Published: April 5th 2012March 26th 2012
M – At 8am on August 5th
1945 the world’s first Atomic Bomb was detonated 600m over the center of Hiroshima. It destroyed virtually every building within a 3km radius. The blast and the illnesses causes by radiation have killed more than 300,000 people, effectively the whole of the city. Apart from the memorials and the museums, to visit Hiroshima today you would not believe these facts. The city is a modern bustling city and the people are as friendly to a visitor as anyone we have encountered on our travels. However the museum and the memorials are a pretty sobering reminder of how destructive man can be. Apparently our modern day weapons are more than 3,000 more powerful than the first Atomic Bomb. The genie is certainly out of the bottle on nuclear weapons but I am not sure where I sit re non-proliferation. Do countries that already have such weapons really have the right to stop others building their own? I don't know and this blog is not a forum for this debate.
Japan has no nuclear weapons and the Mayor of Hiroshima writes protest letters to the appropriate head of state every time a country tests their
nuclear weapons. Anyone who has visits Hiroshima will be moved by the museum and the memorials but at the same time they will find lively city to enjoy and people who will welcome them. If you get the chance, go to a Okonomiyaki restaurant to try a Hiroshima specialty of pancake filled with noodles, bacon, cabbage, egg and more. Better still if you sit with a goup of locals to enjoy your meal.
20 minutes south of Hiroshima lies the island of Miyajima. Miyajima Island is accessible by a 10 minute ferry ride and ferries run every few minutes. On the island are is the floating temple and a number of other temples and shrines. There is also a cable to the peak of the island (we didn’t have the time to take this). A trip to the island makes for a relaxing morning strolling around the temples if you get there ahead of the tourist masses who arrive after 9am. We were there at 8.15am and had most of the temples to ourselves. By 10.40am we were on our way back to the mainland to catch our trains north and east through Honshu Province and then west to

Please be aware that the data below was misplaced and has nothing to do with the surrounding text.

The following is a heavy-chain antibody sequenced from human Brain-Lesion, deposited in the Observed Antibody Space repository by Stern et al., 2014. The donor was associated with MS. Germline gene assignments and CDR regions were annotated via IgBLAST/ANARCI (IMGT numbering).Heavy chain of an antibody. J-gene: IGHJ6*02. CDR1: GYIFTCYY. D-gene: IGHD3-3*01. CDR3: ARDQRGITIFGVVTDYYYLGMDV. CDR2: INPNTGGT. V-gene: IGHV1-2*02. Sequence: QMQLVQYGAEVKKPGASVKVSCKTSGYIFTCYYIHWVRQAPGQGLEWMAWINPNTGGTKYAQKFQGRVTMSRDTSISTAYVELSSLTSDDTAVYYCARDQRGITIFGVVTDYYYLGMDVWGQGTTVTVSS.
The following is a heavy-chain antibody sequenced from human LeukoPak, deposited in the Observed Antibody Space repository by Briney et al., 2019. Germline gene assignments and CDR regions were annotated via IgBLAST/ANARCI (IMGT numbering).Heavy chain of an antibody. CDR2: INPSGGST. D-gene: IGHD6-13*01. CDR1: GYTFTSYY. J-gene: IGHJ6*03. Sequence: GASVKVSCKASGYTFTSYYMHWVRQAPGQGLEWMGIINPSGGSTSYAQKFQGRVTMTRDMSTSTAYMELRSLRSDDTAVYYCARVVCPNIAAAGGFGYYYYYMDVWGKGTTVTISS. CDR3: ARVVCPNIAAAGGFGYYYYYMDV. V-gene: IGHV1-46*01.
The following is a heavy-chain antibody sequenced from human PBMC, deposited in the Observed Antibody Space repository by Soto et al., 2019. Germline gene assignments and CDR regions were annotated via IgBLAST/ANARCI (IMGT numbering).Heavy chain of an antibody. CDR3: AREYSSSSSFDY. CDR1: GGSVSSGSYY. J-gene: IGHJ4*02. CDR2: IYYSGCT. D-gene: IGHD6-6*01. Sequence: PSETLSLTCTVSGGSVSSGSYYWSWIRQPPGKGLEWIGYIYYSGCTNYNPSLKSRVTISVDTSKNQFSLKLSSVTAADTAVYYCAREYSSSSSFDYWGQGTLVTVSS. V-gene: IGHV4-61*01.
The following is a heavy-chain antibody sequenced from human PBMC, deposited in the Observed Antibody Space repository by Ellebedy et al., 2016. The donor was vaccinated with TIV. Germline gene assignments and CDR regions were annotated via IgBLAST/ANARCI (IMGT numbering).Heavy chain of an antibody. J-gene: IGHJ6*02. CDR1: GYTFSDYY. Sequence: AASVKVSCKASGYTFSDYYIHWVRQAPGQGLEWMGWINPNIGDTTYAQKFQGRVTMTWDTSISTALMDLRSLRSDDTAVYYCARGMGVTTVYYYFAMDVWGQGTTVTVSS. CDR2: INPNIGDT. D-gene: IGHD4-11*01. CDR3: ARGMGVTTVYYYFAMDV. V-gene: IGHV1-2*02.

the Western side of Kansai Province. Our destination was onsen town of Kinosaki.
Kinosaki is famous for its ryokans, onsens and when in season great crab. A ryokan is a traditional Japanese inns where you sleep in screened, tatami mat rooms on futons instead of western style beds. They have these all over Japan but this was to be our first experience. An Onsen is a Japanese hot bath and spa. These are usually single sex and everyone bathes naked. Most have both indoor and outdoor facilities and the water temperature can vary but all are very hot. In addition to the private baths at many of the ryokans, Kinosaki has 7 public baths to which anyone can pay a fee and enter. What really makes it different though is that all the bathers wander through the streets from onsen to onsen in their yukata (bath robes) and geta (wooden slippers). This can make for an interesting sight and noise!
Most of the baths are open from 7am to 11pm and it is common to get a pass that allows you to wander from bath to bath at will. Our Ryokan included this in the price for the
duration of our check-in (i.e. it expires in the morning when you are due to check out). I can thoroughly recommend a couple of nights stay in Kinosaki. In our 44 hours in town we managed to take 17 onsens/baths between us including all 6 of the public onsens that were open, some more than once. They have scales in all the onsens and much to my own delight I managed to drop 8 lbs in weight! A word of warning though, dining out in your yukata does take a little getting used to but once you are comfortable with this a trip to the local bank to change some money is no problem at all! Scroll down to enjoy the photos.
There are more photos below